5.  Schools must allow for fast and slow learners.  Thus, better pupils must be allowed to finish school earlier and weaker ones retained and take a slower pace in completing formal education!

6.  All schools must be given similar facilities (no more step-child schools syndrome where Mission and non-national schools are not given infrastructure of similar type).  The argument that the land and buildings do not belong to the government is not valid.  Students and all if not mostly Malaysians and should have the same facilities and opportunities!

I hope others will comment on this and press for more stirring changes in our education system.

by Victor Chew.

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Aptitude Test.

Saturday, November 21st, 2009

The Aptitude Test is an effective instrument to predict the work performance of a candidate.  The test is beneficial in evaluating the candidate’s ability and efficiency in acquiring knowledge relevant to the job.

The test measures a candidate’s ability to solve problems using logic, data interpretation and mathematical concepts.  It is also used to test the candidate’s ability and understanding, as well as to evaluate their potential in executing basic administrative tasks such as planning and decision-making.The Aptitude Test is a written test where candidates are required to answer  objective questions and write essays.  One position where the Aptitude Test is required is the Administrative and Diplomatic Officer (Grade M41).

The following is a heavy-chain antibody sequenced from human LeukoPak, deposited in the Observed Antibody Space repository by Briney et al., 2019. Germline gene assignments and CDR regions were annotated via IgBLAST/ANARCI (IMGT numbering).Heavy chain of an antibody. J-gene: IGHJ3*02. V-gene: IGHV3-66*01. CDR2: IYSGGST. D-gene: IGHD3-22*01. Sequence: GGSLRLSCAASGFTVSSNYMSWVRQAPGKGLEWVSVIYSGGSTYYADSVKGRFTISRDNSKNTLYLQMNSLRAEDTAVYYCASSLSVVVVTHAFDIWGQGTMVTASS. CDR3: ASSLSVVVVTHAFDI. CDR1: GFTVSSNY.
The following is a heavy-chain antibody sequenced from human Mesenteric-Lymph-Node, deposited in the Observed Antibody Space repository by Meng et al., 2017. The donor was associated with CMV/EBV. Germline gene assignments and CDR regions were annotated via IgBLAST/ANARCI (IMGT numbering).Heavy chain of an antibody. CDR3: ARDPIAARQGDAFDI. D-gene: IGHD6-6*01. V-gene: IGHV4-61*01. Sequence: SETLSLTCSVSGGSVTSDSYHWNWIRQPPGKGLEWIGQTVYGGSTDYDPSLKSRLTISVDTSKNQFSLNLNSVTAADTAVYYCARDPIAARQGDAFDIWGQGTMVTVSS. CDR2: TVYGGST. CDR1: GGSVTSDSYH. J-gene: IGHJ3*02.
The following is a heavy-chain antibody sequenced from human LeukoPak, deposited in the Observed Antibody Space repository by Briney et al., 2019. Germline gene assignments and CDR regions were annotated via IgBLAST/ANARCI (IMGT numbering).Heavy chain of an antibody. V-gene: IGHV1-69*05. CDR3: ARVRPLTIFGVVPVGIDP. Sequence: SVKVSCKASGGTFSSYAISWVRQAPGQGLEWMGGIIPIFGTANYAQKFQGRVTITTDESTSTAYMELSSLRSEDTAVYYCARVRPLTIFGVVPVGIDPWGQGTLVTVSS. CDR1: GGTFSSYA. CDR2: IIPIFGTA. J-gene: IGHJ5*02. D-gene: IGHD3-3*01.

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Exams not the real test

Saturday, November 21st, 2009

The Education Ministry has announced that Year Six students sitting for next month’s Primary School Assessment Test (UPSR) would have to sit for an Aptitude Test too. I have some reservations over the impact this additional test can have on our children.

The grading system for this particular test ranks from Very Good User (Band Six) to Extremely Limited User (Band One) like the Malaysian University English Test (MUET).

In other words, besides receiving grading for the UPSR examination subjects, the students would have to undergo another grading. Although the outcome of the Aptitude Test would not be included in the final result, I worry that this would become yet another labelling of the children.

The kids are graded for the subjects that they have learned at the primary school education level. Those who scored all As in the UPSR are often deemed bright or gifted. The more As they score, the more compliments, such as “smart” and “intelligent”, that they receive from society.

On the other hand, students who score less As or have none at all, would be referred to as “dull” or “stupid”, or even cursed as “idiotic”.